I was having a discussion with some hypnotherapists the other day when the subject of “joining the client in their world” came up. The idea is that, in order to get rapport and understand a client better, we’ve got to go to their model of the world.
That’s true–to an extent. There’s a balance. There are limits to how much we want to enter a client’s world. If it were possible to completely enter the client’s world and have absolute rapport with them, you would essentially become the client. You would have the client’s limitations too. Where they were stuck, you would be stuck.
So, we need to maintain a resourceful state and have a (hopefully) broader perspective than the client.
If a client is depressed (for example), we don’t want to become depressed. Depression limits a person’s outlook on what is probable, what life will be like in the future etc. Clients come to us to help get out of that trap.
I think it’s our job to sometimes offer clients different perspectives. They often come to us because they’re stuck in some way. We help them get unstuck. One of the ways to do that is to not accept certain of the labels they put on things.
Problems As Abilities
I’m thinking of a client who would imagine bad things happening at his workplace and start to feel anxiety about work. He viewed the entire process as “negative.” I saw it as an ability. He was able to imagine things and they would have a powerful effect on him emotionally. I offered him that perspective. “What’s going to happen when you take that ability and turn it toward reaching your goals–imagining them and feeling powerful emotions that have good feelings attached to them?”
Smoke practically came out of his ears. He began to view himself as not broken, but as someone who had powerful processes inside that worked and simply needed to be adjusted in order for him to have the life he wanted.
Again, it’s a balance. We’ve got to join the client’s world enough to get rapport and understand their processes. We’ve got to keep a part of ourselves separate, objective and resourceful. So how, specifically, do you do that?
That’s the subject for another post…
That’s so interesting that you site this case because I recently had a client with extremely acute anxiety which was crippling her life and yet she managed to ‘cope’ and hold down a responsible job etc. What you stated here is exactly what I pointed out to her in our 1st meeting – that she was extremely resourceful and powerful to be able to go through her day and not allow her anxiety to stop her.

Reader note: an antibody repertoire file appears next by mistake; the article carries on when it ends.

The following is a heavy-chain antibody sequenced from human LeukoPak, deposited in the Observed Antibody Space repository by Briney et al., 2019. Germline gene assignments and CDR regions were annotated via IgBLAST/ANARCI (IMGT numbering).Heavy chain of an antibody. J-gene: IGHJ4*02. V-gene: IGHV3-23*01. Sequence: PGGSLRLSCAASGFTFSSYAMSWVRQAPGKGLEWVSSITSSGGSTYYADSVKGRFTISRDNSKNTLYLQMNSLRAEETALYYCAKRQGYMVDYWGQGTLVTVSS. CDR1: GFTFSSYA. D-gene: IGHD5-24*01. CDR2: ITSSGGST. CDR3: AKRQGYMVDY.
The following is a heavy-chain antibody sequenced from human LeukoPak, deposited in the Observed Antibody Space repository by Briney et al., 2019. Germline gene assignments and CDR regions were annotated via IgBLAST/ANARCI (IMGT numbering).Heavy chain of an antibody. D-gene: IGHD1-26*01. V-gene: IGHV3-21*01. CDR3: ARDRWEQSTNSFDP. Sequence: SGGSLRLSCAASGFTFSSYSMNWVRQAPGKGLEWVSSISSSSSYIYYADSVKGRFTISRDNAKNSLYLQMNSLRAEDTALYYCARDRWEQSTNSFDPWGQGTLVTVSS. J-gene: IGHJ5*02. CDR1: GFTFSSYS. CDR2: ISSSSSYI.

Thanks so much for these newsletters!
I pondered your concept and decided to share mine, although perhaps it may be slightly different than yours.
I consider having rapport more akin to having a harmonious relationship. One does not necessarily have to give up his or her identity to share personal concerns, ideas or communicate feelings. Establishing rapport is primarily about developing a personal understanding, forging a relationship and bonding.
In addition, I would like to say that I also appreciate how you have willingly shared much with the community and hope one day to see you at convention.
All the best,
Dr. Aleksonder Regal
Hypnotherapy should be a journey – I think it’s right to start where a client is, but our task is to lead them to a different place – not to dwell too long in theirs
I was taught to ‘respect’ the other person’s view/model of the world, build raport but never to enter their world – to do so would be to allow them to hypnotise you.
Keith, I agree wholeheartedly, we can empathaise therby entering the clients world and build rapport but to go further is effectively allowing them to hypnotise us to the extent we are in the same boat as them. I think Steven Heller Phd said it better, “If the therapist accepts those statements (the clients) as being true in fact, then I believe that the therapist has experienced hypnotised by the client.